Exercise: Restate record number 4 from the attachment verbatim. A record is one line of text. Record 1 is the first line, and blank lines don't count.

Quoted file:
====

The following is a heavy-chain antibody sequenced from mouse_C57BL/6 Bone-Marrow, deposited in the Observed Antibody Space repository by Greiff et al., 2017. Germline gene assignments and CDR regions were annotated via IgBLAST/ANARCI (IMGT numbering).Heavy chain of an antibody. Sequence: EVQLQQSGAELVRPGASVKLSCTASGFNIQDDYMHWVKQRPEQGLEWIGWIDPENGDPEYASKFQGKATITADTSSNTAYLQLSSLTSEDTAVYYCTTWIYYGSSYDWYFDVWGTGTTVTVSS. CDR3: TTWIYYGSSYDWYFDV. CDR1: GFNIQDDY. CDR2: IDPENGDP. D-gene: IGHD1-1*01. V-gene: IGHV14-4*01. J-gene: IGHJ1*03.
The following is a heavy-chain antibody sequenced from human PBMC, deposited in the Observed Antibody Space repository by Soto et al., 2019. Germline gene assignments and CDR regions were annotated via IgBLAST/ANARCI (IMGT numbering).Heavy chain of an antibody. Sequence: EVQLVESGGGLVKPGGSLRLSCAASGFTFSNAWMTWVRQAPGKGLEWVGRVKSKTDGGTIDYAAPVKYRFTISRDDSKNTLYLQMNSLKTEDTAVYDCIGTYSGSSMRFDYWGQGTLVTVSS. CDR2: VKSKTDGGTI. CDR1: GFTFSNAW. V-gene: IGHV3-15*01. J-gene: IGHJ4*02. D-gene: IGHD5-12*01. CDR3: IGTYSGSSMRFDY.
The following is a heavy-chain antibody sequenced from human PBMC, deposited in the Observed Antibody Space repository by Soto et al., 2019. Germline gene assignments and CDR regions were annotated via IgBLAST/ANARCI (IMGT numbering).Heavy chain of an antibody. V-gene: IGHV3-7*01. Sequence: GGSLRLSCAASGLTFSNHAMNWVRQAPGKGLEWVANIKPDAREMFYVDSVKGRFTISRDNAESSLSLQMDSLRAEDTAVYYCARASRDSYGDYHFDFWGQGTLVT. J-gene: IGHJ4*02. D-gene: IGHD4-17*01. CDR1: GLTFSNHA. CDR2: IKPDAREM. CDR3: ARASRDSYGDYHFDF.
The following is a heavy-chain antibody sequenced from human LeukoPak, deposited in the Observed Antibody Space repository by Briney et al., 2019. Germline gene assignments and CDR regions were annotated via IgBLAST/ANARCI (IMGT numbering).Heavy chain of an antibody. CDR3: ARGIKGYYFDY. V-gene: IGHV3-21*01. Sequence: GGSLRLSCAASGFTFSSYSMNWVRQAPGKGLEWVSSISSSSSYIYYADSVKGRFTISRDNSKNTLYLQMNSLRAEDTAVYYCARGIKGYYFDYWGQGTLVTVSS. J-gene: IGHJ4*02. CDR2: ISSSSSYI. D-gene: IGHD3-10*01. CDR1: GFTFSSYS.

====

The following is a heavy-chain antibody sequenced from human LeukoPak, deposited in the Observed Antibody Space repository by Briney et al., 2019. Germline gene assignments and CDR regions were annotated via IgBLAST/ANARCI (IMGT numbering).Heavy chain of an antibody. CDR3: ARGIKGYYFDY. V-gene: IGHV3-21*01. Sequence: GGSLRLSCAASGFTFSSYSMNWVRQAPGKGLEWVSSISSSSSYIYYADSVKGRFTISRDNSKNTLYLQMNSLRAEDTAVYYCARGIKGYYFDYWGQGTLVTVSS. J-gene: IGHJ4*02. CDR2: ISSSSSYI. D-gene: IGHD3-10*01. CDR1: GFTFSSYS.